Posted by: ohrealy at November 3, 2009 1:42 PM
Comment #290204

yeah, but where is the state regulators in all of this? who checks the paper work? no one? so, make this very simple for me.

1. you contact realtor you want to buy a house.

2. you provide EVERYTHING massive amounts of paperwork - they copy it - old tax returns, current payroll forms, etc.

3. you fill out the paperwork

4. paperwork goes to the bank

5. bank ok’s loan

6. you get the keys.

now where is the fraud. somewhere between 3 and 4. now, if it is 3 - that is average americans defauding other americans - lying on a legal document - punishable by law. and if it happened at step #4, all americans need to file a class action lawsuit for defauding fellow americans. where is the original paperwork? can we find it? or was it burned in cheney’s vp office fire.

Posted by: bluebuss at November 3, 2009 3:45 PM
Comment #290207

Stephen:

Yesterday I responded to your article. Later you wrote a lengthy answer. Today I log on to answer you and both of our posts are deleted. Can you or one of the Editors of this site please tell me the reason? Thanks.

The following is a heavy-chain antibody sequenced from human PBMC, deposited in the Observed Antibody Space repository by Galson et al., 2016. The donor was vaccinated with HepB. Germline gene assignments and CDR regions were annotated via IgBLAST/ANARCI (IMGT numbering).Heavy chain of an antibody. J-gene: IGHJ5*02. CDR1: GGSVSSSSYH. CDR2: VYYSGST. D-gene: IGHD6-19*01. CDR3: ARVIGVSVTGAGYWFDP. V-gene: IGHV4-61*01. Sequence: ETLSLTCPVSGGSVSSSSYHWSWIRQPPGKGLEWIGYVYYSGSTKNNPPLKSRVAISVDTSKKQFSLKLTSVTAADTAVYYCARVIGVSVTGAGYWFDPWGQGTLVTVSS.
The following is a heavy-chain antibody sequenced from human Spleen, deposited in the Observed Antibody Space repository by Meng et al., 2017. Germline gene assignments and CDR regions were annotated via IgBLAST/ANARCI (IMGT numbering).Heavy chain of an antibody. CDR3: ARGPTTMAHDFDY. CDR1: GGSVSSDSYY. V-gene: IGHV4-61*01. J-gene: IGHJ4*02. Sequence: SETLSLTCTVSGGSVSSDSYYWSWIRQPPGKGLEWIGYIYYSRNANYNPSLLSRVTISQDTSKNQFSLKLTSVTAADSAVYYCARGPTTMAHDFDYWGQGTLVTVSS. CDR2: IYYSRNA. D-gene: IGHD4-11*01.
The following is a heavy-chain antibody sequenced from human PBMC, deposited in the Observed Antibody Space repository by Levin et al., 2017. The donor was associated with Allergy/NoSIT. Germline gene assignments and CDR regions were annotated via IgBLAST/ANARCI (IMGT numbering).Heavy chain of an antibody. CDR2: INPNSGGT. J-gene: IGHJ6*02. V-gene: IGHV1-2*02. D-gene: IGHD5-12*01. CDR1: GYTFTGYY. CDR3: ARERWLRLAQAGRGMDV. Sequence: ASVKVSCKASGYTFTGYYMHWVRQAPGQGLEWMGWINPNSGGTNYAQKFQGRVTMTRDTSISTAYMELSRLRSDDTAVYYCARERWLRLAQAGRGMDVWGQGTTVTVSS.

Posted by: submarinesforever at November 3, 2009 4:18 PM
Comment #290211

submarinesforever - that has happened to me too. but i figured it was a conspiracy. :)~

Posted by: bluebuss at November 3, 2009 4:41 PM
Comment #290214

I will probably get banned for usurping mod powers, but the blue column does not work very well. I’d suggest reposting in the top thread in the green or red column, whichever discussion is closest to the subject, when posts don’t go through in this column. It’s not a new problem, and apparently isn’t going to be fixed. Most people read the new posts in the three top threads across the columns, and at least the 3 top threads in the blue are usually continuing to get new posts. From the way things have been going, it looks like change or death is in the near future.

Posted by: ohrealy at November 3, 2009 7:51 PM
Comment #290220

jlw-
I chose one such article, because I thought by itself it would say something about the system as a whole.

My angle has never been, at it’s core, about partisanship, but pragmatic approaches. Ideals to me are useless if they do not represent the distillation of practical understanding. In this way, I can accept a degree of free market behavior, because I believe that some order in the complexities of real world economics must emerge, rather than be forced out of rigid, sometimes blind authoritarian control.

At the same time I do not object to limited market manipulation on the part of the government when it’s aimed at catalyzing the positive movement of our society in some direction, kickstarting a process that then might move under its own power.